McDonald's (NYSE: MCD)
trading at $18.71 as of 10/24/02

There are few things scarier than owning McDonald's(NYSE: MCD) right now.... You know, like trying to figure out exactly what's in those Chicken McNuggets. But while the value investor in me might be tempted to see the fast food giant's stock trading at a seven-year low, the realist in me sees even more room to the downside.

The chain is in super-sized shambles. The world's largest restaurant operator is having a hard time maintaining sales, both here and abroad. In Japan, same-store sales fell by 11% last month. The fact that this dramatic shortfall came just two months after the company resorted to drastic price cuts to win back foot traffic is especially troublesome, considering it recently rolled out its cheaper buck menu stateside.

Cheap eats? Cheap stock? Nix the latter. 

Over the summer, Britain's Diageo PLC(NYSE: DEO) agreed to sell its Burger King chain for $2.26 billion. This is the world's second-largest restaurateur, and McDonald's market cap is a whopping 10 times greater than the winning bid on BK. That's steep, even before you begin to consider the additional $9 billion in debt Mickey D's is lugging around.

I realize that in patriotic times, it might almost seem un-American to flip McDonald's the McNugget. But since when is losing money, market share, and quality the American way? The thick margins and untapped areas are gone. Most of the company's eateries are now overseas, and the $0.99 menus at rivals Burger King and Wendy's(NYSE: WEN) keep the fat markups honest.

I am not going to argue that we're eating healthier, but our collective sense of taste and sensibility has transcended our narrowed arteries. Whatever we're craving, odds are it's not found under the Golden Arches. While anything from mad cow disease to a geographical boycott of deceptive vegetable oil advertising may sting the company abroad, McDonald's is failing on its own home turf, too.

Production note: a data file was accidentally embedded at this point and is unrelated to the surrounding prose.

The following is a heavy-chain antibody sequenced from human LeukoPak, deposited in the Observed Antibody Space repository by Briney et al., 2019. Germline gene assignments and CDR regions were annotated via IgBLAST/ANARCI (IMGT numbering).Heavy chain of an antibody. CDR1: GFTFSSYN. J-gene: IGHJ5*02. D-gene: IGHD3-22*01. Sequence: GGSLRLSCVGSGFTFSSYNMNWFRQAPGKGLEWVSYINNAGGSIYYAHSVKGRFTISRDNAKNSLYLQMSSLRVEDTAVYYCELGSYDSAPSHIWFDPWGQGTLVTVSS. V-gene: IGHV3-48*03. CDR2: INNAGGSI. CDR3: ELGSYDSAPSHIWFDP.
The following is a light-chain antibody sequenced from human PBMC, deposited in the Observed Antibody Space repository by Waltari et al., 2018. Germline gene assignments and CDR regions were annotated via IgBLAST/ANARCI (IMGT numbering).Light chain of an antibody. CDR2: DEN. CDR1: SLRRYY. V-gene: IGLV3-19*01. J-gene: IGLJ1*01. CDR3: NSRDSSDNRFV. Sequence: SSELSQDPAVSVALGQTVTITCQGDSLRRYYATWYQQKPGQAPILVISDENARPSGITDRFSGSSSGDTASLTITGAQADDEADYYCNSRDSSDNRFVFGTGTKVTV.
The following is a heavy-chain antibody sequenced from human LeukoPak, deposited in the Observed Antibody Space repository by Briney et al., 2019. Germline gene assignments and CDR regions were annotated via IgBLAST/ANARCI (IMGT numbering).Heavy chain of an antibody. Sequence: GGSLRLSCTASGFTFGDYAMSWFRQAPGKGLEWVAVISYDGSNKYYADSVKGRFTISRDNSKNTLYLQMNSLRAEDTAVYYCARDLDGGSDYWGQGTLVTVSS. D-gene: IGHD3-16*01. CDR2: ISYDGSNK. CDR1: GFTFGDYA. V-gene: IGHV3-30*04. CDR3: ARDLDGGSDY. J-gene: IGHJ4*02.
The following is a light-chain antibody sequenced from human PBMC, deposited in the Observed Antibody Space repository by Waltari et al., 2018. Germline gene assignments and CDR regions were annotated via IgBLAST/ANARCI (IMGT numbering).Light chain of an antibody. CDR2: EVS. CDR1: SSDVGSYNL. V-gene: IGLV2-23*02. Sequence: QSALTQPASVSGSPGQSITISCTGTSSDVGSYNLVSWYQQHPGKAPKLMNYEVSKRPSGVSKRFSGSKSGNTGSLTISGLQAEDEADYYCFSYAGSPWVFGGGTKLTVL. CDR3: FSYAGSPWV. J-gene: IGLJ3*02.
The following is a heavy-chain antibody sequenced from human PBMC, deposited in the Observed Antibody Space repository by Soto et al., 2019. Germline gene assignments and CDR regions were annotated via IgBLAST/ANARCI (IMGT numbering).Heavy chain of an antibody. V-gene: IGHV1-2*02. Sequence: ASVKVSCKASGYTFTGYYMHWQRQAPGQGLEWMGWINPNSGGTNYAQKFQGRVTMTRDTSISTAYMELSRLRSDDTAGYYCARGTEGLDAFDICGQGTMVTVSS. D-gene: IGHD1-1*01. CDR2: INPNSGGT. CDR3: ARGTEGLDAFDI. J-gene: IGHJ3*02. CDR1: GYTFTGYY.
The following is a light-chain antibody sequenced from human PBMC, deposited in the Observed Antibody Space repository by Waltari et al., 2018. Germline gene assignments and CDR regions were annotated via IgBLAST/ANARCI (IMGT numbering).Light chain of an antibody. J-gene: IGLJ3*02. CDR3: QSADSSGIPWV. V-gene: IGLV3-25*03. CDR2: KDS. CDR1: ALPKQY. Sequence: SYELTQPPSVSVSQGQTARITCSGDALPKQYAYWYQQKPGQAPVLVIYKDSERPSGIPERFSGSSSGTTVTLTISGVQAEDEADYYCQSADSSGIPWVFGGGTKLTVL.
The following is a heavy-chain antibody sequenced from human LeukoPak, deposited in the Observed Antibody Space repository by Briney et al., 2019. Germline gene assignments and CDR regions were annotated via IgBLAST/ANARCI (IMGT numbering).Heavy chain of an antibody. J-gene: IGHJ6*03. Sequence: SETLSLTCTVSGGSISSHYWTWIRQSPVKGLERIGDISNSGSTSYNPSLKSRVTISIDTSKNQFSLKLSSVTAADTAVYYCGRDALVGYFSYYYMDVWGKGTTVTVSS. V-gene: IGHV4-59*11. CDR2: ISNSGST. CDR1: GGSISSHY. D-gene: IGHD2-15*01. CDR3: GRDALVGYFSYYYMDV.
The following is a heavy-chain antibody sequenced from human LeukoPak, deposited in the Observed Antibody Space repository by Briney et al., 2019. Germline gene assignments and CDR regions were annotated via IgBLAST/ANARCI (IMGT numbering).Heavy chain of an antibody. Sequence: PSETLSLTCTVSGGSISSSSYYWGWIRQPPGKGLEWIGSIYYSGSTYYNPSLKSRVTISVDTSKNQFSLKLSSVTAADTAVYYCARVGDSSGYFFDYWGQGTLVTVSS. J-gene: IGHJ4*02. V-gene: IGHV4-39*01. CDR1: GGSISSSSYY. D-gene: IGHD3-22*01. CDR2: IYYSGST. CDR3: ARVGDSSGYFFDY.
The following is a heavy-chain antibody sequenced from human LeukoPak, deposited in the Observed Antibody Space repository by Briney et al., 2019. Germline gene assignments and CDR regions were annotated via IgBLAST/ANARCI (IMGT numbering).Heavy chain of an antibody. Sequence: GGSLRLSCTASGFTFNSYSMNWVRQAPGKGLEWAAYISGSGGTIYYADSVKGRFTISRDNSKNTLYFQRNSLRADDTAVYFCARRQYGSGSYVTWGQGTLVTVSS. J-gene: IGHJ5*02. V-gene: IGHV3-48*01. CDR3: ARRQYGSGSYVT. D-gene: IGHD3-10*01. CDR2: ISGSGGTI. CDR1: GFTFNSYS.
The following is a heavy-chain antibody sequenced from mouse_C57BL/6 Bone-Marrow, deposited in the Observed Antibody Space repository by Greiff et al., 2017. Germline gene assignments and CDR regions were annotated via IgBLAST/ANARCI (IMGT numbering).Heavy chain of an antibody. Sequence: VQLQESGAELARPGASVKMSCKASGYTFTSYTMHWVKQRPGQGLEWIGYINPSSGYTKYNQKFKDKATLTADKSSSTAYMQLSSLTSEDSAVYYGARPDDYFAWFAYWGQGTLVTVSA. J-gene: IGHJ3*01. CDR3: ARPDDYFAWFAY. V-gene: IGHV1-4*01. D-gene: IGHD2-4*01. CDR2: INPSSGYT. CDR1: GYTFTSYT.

New paint jobs and a dollar menu are not the answer. That's like putting your arm in a sling when you stub a toe. Recently, I offered 10 Tips to Save McDonald's, but maybe we're at the point where potential has gone skinny-dipping in the frying vat. Maybe we've upped our skepticism intake to the point where watching Donald Trump hawk buck burgers just isn't going to register.

History is kind to the turnaround story. But for that to happen, you need some form of catalyst to trigger the Renaissance. What is it? We know what lower selling prices mean in the tech industry, and it's not any more encouraging in the fast food space. A company such as Starbucks(Nasdaq: SBUX) or Krispy Kreme(NYSE: KKD) can charge a king's ransom for bean water and sugared dough because quality breeds a certain inelasticity in price. McDonald's is about to find out that you can't even give away mediocre grub.

Is the company going out of business? No. But that doesn't make the stock undervalued. Analysts just don't get it. McDonald's has posted lower operating profits every year since 1999, and Wall Street still thinks the company will bounce back with 8% in earnings growth next year.

Show me how? Show me where?

Over the last three years, it has added $3.5 billion in long-term debt, with little more than a Moody's credit downgrade last month to show for it. Shareholder equity has fallen over each of the last few years. If there's a silver lining behind those fabled yellow arches, Wall Street would have it bronzed. But there is nothing there. It's losing the home game. It's losing the away game.

McDonald's has played its trump card. For the near term, it's probably best to fold.

Rick Aristotle Munarriz thinks clowns wearing ketchup- and mustard-colored clothing are scary. While he still eats at McDonald's from time to time, it's far more infrequent lately, and he is neither long nor short the stock. Rick's stock holdings can be viewed online, as can the Fool's disclosure policy.

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